Music Execs Still Confused Over Music Business Models
from the getting-there,-though dept
The second disturbing point is that, while the folks on the panel agreed that DRM is dead, they still claimed that "the industry needs to protect the rights of content owners by compensating them when music moves from one individual to another." The only way that happens is with DRM, and it misses the point. If they actually put in place business models that embraced the infinite nature of music to make scarce products more valuable, they would realize that they don't need to "protect" the content, and they would want to encourage the free movement of the music from one individual to another, because it drives up the value of those scarce resources.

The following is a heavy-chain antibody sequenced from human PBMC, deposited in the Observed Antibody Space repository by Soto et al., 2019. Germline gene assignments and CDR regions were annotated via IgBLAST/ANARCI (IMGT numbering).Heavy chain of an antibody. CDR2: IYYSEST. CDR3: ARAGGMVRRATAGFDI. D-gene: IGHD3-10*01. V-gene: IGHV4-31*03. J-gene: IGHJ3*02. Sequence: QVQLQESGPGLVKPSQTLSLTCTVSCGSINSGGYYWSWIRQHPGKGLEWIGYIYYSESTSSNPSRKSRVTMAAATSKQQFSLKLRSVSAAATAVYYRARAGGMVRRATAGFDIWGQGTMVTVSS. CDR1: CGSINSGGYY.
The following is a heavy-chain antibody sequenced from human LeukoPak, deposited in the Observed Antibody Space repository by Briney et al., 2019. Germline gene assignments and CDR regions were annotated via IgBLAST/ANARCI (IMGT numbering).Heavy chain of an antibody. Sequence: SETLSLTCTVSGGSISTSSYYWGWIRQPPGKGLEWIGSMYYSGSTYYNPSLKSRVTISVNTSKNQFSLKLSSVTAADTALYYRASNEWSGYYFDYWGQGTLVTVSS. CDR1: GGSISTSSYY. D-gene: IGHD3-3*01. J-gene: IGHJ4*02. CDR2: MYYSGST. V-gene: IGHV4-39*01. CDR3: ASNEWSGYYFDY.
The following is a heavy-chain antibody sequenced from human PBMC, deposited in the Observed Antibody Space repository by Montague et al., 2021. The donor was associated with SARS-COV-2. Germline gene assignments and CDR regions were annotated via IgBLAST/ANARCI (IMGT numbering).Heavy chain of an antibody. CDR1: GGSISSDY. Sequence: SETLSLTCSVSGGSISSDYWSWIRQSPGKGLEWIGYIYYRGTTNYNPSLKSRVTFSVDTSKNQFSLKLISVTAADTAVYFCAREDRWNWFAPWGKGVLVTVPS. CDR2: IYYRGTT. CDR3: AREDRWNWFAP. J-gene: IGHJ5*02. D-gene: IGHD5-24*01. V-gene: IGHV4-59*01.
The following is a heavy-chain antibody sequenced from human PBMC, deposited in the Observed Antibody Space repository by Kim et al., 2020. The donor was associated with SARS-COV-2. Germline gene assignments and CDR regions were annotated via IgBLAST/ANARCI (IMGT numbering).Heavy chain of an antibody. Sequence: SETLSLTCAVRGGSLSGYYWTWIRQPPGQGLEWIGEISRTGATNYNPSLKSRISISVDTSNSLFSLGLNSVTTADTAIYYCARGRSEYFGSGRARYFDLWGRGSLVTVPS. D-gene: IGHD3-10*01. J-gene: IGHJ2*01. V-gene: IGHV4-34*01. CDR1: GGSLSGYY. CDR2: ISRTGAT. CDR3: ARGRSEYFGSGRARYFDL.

As an example, if a musician is giving away their music to sell more concert tickets, then they shouldn't worry about annoying advertising that drives people away, or trying to cash in on every transfer of a song. Instead, they should want the songs to spread as widely as possible to build up a larger fan base. The larger the fan base, the more people who are interested in seeing the live show, the more tickets they can sell (and potentially at higher prices, too). And, before someone jumps up and down in the comments about musicians who don't want to perform live, this applies to other business models we've discussed as well -- such as getting fans to to pay for the creation of music or for selling exclusive limited editions. Oh well, the execs can keep arguing about what the world should be -- while others out there are actually making things work without them.